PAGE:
First published on IT-Director.comThere's no doubting the compelling nature of mobile e-mail. No one likes returning to an office with screens full of unread messages in their inbox. Despite the increased working hours, it somehow feels we're more in control if messages can be read and dealt with during out-of-the-office mobile moments. Compared with many mobile applications, it's an easier sell internally to senior management and the financial controllers as they can personally see the benefit.
Small wonder then that the Research In Motion (RIM) BlackBerry unit bore so much early fruit. It's easy to use, and RIM clearly takes a businesslike, rather than consumer-oriented, approach to the no-nonsense industrial design. The solution is fully integrated end-to-end from server software to handheld device. True, the costs might have seemed a little high, and outside the U.S., this definitely narrowed sales to early adopters, some senior executives and those companies with broad existing user communities in the U.S.
Now BlackBerry is being squeezed. RIM has been dogged over the past year with legal issues, and now most other mobile e-mail solution providers have it in their sights. It's now explicitly targeted in competitors' press releases. Often a mark of respect for a market leader, this now seems more like the growing confidence of a challenger.
RIM has been adapting its approach and tackling the thorny issue of user choice versus total integration, by building deals to deploy its software on other devices. But is that the solution?
A key reason why BlackBerry was so interesting to many purchasers is the simple totality of the solution. When broken down into separate parts, is it just like any other mobile e-mail wannabe? If so, its deficiencies will be seized upon without mercy by its competitors. The mobile e-mail market has been seeing some consolidation, but this is seen as the key mobile application, and features such as ease of use and e-mail pushed silently to the user are becoming widespread.
But there's more to BlackBerry than just e-mail push, right? After all, it's being offered by many of the operators. Is this translating into sufficient sales for RIM and its channels? I doubt it.
The problem is this: RIM is falling prey to the issues that affect many first-to-market products. Its initial premium pricing for a unique solution now looks expensive in an increasingly competitive landscape. The initial simplicity of an integrated device and service now looks proprietary and restrictive. RIM's move to offer the software on other hardware platforms is a worthy and welcome move, but should have been made earlier. BlackBerrys are not the only fruit whose volumes would have benefited from open licensing. The growing use of mobile e-mail highlights other difficulties too. The mass use of e-mail as a universal lowest denominator workflow and document management system means messages more often have documents attached. These must be managed, compressed and viewed across the gap between mobile device and office. That gap must support the high volume security requirements of a growing mobile workforce, not just a limited number of executives for whom security policies can be 'adjusted'. Attachments and the impact on corporate firewalls are both weak aspects of the BlackBerry solution.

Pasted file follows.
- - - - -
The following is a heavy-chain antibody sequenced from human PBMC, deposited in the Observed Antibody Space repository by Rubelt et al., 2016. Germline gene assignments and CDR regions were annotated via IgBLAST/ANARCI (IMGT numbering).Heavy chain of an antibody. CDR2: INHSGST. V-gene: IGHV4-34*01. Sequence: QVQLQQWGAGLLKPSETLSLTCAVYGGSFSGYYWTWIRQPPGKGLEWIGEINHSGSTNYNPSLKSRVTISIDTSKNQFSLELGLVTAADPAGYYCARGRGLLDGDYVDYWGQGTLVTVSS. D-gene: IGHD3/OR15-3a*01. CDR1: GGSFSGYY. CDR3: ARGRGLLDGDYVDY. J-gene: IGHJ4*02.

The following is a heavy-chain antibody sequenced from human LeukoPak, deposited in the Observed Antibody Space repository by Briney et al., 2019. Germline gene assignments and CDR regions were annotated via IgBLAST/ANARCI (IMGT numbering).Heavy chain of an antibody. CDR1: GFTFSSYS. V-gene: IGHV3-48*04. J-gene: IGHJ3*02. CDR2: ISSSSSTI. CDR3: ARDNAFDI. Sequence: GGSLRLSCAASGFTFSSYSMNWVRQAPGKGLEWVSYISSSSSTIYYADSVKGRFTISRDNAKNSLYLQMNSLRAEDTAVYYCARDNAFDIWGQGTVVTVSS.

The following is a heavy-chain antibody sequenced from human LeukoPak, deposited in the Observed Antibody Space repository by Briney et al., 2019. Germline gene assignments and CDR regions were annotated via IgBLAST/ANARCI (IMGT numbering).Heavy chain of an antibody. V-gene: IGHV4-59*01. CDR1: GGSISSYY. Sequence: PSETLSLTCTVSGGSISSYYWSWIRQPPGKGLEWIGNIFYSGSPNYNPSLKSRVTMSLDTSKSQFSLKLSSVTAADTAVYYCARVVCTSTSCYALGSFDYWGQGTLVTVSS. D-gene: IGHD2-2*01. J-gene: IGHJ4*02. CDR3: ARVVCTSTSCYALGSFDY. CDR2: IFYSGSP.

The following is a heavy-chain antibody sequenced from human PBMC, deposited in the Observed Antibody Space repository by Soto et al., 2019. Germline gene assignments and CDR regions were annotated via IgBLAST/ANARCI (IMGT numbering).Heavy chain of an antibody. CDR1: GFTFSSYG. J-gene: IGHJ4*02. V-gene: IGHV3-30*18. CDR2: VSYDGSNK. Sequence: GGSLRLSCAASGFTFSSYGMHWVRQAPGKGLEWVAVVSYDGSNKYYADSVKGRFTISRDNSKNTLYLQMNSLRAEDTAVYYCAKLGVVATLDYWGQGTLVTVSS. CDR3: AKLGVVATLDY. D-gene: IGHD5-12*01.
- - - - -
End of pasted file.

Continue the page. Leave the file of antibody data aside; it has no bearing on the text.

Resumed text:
The competition to the BlackBerry still has challenges to overcome and much to thank RIM for too. The BlackBerry defined and led the product category for easy mobile e-mail. However, product categories have limited lifetimes and what's appearing now is a broader market category. First entrant products always seem surprised by this change, and often try to close the market criteria down. At least by looking to other platforms, RIM isn't falling into this trap, but has it made the move in time?
2004 promises to be an important year for mobile e-mail of all flavors.
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